OK fellers,

                    I'm using second hand information from a 3rd prospective here

                    my sisters husband is in a family that makes and installs kitchen sinks bath tubs and lavatory's, in addition to tub surrounds and counter tops out of resin and granite dust,

                    few years ago a neighbor started a shop doing the same so i got a idea pf the process from helping him....

                    Although i have worked with fiberglass and bondo where you mix the resen and catalyst. together and pour it into the mold or spread it thinly across a surface and the heat builds in the resin from a chemical reaction caused by catalyst and cures the resen to a solid state..
                    my sisters husband a youngest brother of 3 in the family business has only worked on a few jobs with his older brother that in-tailed corian..

                    his information is as follows.
                    we should have some scraps laying around you can have, but i would get hold of the folks that have the adhesive, most times they will send you a spec sheet and a bag of the dust and additive to cure it. its some mean stuff but you should be able to cast a knife handle out of the adhesive as it is the same material as corian and much like fiberglass to form....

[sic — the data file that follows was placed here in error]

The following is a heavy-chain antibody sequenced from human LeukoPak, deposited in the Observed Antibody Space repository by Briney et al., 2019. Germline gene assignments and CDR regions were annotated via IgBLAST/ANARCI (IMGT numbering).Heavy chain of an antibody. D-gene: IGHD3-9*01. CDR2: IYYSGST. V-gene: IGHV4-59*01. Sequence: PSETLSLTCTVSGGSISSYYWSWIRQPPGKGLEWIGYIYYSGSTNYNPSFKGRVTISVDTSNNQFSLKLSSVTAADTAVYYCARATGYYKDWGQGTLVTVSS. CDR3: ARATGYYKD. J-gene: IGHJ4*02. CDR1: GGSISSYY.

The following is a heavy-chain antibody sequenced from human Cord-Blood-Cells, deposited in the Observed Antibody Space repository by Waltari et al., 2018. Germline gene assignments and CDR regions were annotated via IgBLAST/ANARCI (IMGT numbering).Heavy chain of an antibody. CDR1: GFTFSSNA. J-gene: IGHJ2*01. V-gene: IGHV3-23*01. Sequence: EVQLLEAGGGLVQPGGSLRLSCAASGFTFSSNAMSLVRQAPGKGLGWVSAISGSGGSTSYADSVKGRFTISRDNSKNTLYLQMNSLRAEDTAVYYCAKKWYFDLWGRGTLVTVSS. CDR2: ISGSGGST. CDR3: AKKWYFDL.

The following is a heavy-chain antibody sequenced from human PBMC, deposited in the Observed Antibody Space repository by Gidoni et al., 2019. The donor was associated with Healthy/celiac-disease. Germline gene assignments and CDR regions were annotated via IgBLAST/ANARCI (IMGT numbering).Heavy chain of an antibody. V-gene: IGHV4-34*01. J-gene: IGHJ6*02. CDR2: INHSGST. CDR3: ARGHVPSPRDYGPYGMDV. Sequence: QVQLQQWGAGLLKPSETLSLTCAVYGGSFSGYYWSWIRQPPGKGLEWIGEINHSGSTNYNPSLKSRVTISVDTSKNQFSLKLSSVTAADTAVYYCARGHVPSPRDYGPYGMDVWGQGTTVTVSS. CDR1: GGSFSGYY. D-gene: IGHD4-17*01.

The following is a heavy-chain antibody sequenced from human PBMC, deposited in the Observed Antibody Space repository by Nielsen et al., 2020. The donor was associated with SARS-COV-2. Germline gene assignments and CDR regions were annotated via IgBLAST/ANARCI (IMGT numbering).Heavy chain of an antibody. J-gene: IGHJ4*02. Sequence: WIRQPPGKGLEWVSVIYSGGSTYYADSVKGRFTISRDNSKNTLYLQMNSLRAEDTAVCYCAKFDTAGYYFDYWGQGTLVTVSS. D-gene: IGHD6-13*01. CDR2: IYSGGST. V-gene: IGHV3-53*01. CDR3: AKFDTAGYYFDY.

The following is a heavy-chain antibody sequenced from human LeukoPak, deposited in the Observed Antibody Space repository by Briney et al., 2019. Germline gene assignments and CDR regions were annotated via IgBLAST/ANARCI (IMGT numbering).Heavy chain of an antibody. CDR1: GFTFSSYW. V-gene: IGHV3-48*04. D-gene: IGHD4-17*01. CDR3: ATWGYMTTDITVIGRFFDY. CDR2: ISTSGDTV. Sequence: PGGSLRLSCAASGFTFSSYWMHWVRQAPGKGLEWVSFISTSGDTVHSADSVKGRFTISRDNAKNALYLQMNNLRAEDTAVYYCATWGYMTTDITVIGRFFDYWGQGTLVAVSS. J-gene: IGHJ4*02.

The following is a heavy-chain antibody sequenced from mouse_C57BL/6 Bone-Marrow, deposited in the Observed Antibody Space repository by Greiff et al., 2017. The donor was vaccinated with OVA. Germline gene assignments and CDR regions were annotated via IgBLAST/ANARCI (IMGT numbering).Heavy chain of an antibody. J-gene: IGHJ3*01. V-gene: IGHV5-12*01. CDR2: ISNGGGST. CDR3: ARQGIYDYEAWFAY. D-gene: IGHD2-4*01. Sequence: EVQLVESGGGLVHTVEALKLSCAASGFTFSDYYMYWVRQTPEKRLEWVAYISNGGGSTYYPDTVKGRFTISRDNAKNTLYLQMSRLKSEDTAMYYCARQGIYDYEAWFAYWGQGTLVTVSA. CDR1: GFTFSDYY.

this is the same stuff they join the counter tops together to make a seamless joint.

                    we work the material with side grinders and skill saws with solid carbon bits and saw blades... but on corian a new file can be used to round over a counter top edge to a bull nose. as he said he did it then buffed it out after sanding it smooth with wet dry paper.

                    so anyway that is his knowledge of the material. he lives on the other side of Arkansas from me, above bran son mo and i could drive their and get what was available but to ship it will be expensive.... because of weight... guess he wasn't thinking of gas prices...

                    his speciality is fake granite.. and he didn't know much more about the corian....

                    i checked local Lowe's today for corian and they don't handle it..or bamboo flooring but could special order?..they got all the pragoo floring though...... guess ill just have to find an installer here in town and go buy some scraps and work on it and see if its possible to work it here with these crude tools i have.

                    Dremel 1680 & Delta ss250 shopmaster


                    • #11
                      CA glue works well with corian. You can see some examples of corian that has been glued up here. Might be inspiring.

                      You can also contact Barry Gross at BGArtforms for info on working with corian or Janice Manuel at True Cut Blades. They both do a lot with corian.

                      I haven't tried glueing any up yet, but I have cut a bit of it. Basically you want a blade with NO reverse teeth, tape the corian with the packing tape and slow the saw speed down until you do not get any melt back behind the blade.


                      • #12